The Razer Blade 14 2021 is only just beaten out by the Alienware in that comparison, but they're very different systems. You couldn't reasonably call the Alienware portable in any real way; it's more of a luggable that you wouldn't want to have on your lap for any serious length of time.

Comparatively, the Razer Blade 14 2021 is lighter and much easier to sling into a bag or use on your lap over a longer gaming session if that's your style. One area that did concern me, especially with a laptop decked out in black was heat dissipation, but here the Razer Blade 14 2021 performed well. You can certainly tell that it's shunting heat around as you put it through heavier workloads, but it mostly avoids issues of burning up your lap as you do so.

Razer Blade 14 2021

Image: Alex Kidman/Finder

Benchmarks give you a synthetic view, and to supplement this, I threw a slew of gaming titles at the Razer Blade 14 2021 to see how well it handled them. Not surprisingly, the answer to this was "very well indeed". You'd easily be able to punch up most recent titles to maximum or near maximum settings without dropping frames, and for older titles, the Razer Blade 14 2021 won't even break a sweat.

The overall package is very good, but if I'm going to pick up on anything, it's the embedded webcam. 2020 showed us just how important having a good webcam on our day-to-day laptops is. Despite its premium pricing, Razer only places a 720p-capable webcam on the Razer Blade 14 2021. If you needed to use it for work, or wanted to use it for game streaming efforts, you'd quickly hit its limitations in terms of image clarity and especially low light pick-up. At this price, I'm not sure that simply saying "buy a better webcam" is enough.

Battery life

Razer Blade 14 2021

Image: Alex Kidman/Finder

Gaming laptops are notorious for woeful battery life. That's just a function of systems that have high power CPUs and GPUs throwing pixels around as though their digital lives depended on it for the most part. As such, I was intrigued by Razer's claim that the Razer Blade 14 2021 is capable of "up to" 12 hours of battery life, especially given its smaller frame.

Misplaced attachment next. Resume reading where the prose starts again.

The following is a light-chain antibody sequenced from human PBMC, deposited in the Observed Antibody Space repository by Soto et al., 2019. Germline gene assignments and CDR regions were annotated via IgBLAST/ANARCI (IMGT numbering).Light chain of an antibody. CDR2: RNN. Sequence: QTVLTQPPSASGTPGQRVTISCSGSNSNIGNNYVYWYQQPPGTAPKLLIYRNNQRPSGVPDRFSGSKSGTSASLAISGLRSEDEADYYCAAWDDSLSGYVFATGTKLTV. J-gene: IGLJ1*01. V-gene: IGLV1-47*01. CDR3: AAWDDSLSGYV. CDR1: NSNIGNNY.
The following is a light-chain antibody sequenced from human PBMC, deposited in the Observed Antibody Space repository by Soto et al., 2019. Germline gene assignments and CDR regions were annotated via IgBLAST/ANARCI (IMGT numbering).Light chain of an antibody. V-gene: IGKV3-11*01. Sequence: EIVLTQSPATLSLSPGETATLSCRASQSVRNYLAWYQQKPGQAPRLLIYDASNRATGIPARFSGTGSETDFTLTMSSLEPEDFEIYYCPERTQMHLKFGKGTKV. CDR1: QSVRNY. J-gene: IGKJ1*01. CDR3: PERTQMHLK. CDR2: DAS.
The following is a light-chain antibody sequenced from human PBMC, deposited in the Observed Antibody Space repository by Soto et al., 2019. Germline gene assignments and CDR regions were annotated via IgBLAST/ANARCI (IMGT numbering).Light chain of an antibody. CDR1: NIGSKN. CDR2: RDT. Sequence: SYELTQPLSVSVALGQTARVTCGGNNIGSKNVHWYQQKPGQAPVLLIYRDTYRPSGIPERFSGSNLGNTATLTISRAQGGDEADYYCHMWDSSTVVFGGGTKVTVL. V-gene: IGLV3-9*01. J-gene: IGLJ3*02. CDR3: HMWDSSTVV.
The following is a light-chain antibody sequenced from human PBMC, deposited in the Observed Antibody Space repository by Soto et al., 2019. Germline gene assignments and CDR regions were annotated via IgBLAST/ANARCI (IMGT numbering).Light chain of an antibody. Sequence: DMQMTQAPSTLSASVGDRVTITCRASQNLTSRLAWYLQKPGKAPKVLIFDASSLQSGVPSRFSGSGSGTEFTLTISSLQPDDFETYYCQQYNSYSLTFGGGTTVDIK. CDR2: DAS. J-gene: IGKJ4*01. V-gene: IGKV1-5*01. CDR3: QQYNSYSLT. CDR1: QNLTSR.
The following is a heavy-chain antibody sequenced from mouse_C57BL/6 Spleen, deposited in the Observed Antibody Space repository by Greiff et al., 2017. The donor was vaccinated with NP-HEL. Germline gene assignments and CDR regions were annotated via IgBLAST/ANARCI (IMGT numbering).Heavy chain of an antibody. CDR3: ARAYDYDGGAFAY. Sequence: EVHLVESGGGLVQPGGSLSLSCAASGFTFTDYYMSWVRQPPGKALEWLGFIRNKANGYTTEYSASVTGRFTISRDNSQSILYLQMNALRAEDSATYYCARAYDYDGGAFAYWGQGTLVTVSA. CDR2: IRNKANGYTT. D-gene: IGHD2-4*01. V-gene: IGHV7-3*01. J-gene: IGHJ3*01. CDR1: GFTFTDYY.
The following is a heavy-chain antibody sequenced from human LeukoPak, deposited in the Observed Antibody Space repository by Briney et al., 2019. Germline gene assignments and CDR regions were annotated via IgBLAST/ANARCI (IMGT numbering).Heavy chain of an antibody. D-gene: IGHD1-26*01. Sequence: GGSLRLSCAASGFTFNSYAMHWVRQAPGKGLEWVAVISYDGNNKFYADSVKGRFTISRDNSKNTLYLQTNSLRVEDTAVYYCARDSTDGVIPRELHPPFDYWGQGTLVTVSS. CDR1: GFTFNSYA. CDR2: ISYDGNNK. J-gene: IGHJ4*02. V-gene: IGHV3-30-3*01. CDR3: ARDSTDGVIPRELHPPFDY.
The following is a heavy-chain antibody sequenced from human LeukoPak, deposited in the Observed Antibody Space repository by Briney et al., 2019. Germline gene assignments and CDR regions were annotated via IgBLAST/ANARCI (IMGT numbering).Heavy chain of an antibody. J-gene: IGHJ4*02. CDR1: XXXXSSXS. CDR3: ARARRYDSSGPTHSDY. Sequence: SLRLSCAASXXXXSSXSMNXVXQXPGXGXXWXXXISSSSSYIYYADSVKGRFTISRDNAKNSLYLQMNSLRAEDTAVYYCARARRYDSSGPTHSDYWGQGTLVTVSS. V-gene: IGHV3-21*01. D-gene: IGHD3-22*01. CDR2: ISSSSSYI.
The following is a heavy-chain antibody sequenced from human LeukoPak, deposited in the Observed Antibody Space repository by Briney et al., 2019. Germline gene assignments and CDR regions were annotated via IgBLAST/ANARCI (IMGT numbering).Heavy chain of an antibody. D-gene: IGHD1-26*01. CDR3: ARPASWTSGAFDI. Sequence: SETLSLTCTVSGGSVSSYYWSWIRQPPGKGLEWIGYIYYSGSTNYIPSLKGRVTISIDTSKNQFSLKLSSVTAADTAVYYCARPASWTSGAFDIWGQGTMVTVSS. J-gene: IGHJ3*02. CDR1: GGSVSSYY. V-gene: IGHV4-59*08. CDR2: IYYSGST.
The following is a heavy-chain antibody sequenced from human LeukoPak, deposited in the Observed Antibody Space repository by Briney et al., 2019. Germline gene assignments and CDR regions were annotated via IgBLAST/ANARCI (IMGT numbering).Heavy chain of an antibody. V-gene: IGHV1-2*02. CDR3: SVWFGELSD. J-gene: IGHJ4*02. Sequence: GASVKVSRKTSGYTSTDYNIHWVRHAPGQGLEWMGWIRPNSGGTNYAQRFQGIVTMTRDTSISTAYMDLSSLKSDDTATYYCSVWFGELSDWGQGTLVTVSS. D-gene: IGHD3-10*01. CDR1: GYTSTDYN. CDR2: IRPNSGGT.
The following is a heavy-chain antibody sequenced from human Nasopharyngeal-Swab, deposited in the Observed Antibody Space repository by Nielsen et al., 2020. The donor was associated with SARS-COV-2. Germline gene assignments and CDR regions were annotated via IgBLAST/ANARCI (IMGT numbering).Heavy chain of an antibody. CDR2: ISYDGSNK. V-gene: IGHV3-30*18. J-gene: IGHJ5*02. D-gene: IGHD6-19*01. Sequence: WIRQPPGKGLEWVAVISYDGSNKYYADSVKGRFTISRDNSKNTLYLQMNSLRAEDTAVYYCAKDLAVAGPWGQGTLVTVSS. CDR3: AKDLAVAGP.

The magical words there are "up to" because again it depends on the workload you throw at it. To test this out, I ran the Razer Blade 14 2021 past our standard laptop battery life test, looping a Full HD video at maximum brightness to the point of battery exhaustion, and then running PC Mark's Gaming battery benchmark past it. The first is a lighter test for most laptops to show likely best battery life, while the latter is considerably more brutal.

Here's how the Razer Blade 14 2021 compares:

On one level, the Razer Blade 14 2021 impresses because while it's right up there in the PCMark scoring, it beats the competition handily in the video streaming test by a considerable margin. There's plenty of scope for good battery life in other words.

Razer Blade 14 2021

Image: Alex Kidman/Finder

The flip side of that, however, is that it fell 2 hours and 21 minutes short of the claimed 12-hour battery life. That figure is probably achievable under a very light workload, but I'm not entirely sure who buys a top-flight gaming laptop purely for playing solitaire.

Razer's supplied charger does a good job of keeping the Razer Blade 14 2021 powered up, although its flat vertical orientation does mean that while you can plug it in either way, you're going to want to spin it backwards because it directly blocks a USB port if you don't.

Should you buy the Razer Blade 14 2021?

  • Buy it if you want a top-flight ultraportable gaming machine.
  • Don't buy it if you want to have much left in your wallet afterwards.
Razer Blade 14 2021

Image: Alex Kidman/Finder

The Razer Blade 14 2021 is a seriously impressive machine. Razer has packed an incredible quantity of power into a small frame, and it's done so without creating a machine that will cook your legs or set fire to your desk while doing so.

However, there's a catch, and that catch absolutely is the price point. The Razer Blade 14 2021 is a premium model with pricing to match. The entry-level model will run you $3,099. The mid-range model will set you back $3,999 and the top-end model as tested will sting your wallet to the tune of $4,999.

That's a serious price for a serious bit of gaming kit, and it's easily the biggest barrier to recommending the Razer Blade 14 2021. For many, it's simply going to be a price they cannot meet, but if you can, it's a great little gaming laptop.

Pricing and availability



16.8 mm x 220 mm x 319.7 mm
1.78 kg / 3.92 lbs
14-inch QHD 165Hz, 2560 x 1440
Input and Output
2 x USB 3.2 Gen 2 Type-A Ports | 2 x USB 3.2 Gen 2 Type-C with Power Delivery and Display Port 1.4 | Charging supported with 20V USB-C chargers with PD 3.0 | HDMI 2.1 output
Built-in stereo speakers | 3.5mm headphone/microphone combo port | Built-in array microphone | THX Spatial Audio | 7.1 Codec support (via HDMI)


NVIDIA GeForce RTX 3080 (8GB VRAM)
AMD Ryzen 9 5900HX
Windows 10 Home


Wi-Fi 6E (802.11ax)